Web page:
against growing risks.”
The headlines reflect the angle of content, where WSJ leaned to a conservative
perspective, USA was moderate and NYT’s and WP favored a liberal viewpoint. WSJ’s print
headline was small with an exact quote from the IPCC report; its online version focused on
defense secretary Hagel’s meeting with military officials in Asia. The NYT’s headline was large
and warned readers of climate risks. USA’s headline was large and bold, focusing on the global
impact of climate change. The largest was WP which focused on the immediate actions needed.
WSJ print and online headlines restated facts of the IPCC report. NYT’s headline worked to
solidify the visual by warning of the risks. USA’s headline converged with the visual on the
effects of severe weather and WP headline used three lines to heighten the urgency of immediate
action. Verbs used; WSJ-impact, WSJ Online-stress, NYT-warning, USA-effects, WP-action
were consistent with the article frames addressed below. My assumptions about the political
identity of a media outlet were confirmed by liberal NYT’s most dire headline “the worst is yet
to come” and liberal WP headline that focused on government and business intervention.
The national agenda set on March 31st pertained to the enrollment deadline for the
Affordable Care Act according to www.ABCNewsBlog.com. WSJ’s agenda was domestic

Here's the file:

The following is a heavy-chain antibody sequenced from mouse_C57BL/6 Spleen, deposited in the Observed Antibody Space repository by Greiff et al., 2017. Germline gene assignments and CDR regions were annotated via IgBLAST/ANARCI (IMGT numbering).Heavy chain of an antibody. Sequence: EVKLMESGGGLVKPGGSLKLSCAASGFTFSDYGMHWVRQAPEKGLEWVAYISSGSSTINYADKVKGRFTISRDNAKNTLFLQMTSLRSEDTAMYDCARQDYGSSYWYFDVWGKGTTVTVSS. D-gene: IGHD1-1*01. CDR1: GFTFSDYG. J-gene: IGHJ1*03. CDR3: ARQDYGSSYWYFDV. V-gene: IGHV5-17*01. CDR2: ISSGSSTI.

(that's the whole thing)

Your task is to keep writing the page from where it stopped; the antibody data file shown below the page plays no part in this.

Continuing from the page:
politics as they buried the IPCC story on page 14. NYT’s and USA’s articles were on the front
page which suggested its agenda was global warming and WP’s agenda was healthcare. It can
be asserted that the topic of climate change is not in the media until a catalyst make it
newsworthy, supporting the argument that generally, climate change is not a highly relevant
news topic in mass media.
On March 25, 2014, The IPCC announced via press release about their March 25-29,
2014 meeting, with a Summary Report being released on March 31st. Although, this was the
second part of a four part report, the week prior to the press release there was no anticipatory
information in newspapers regarding the IPCC conference. Because of the significance placed on
global warming by scientists, and environmentalists, I expected articles on global warming to be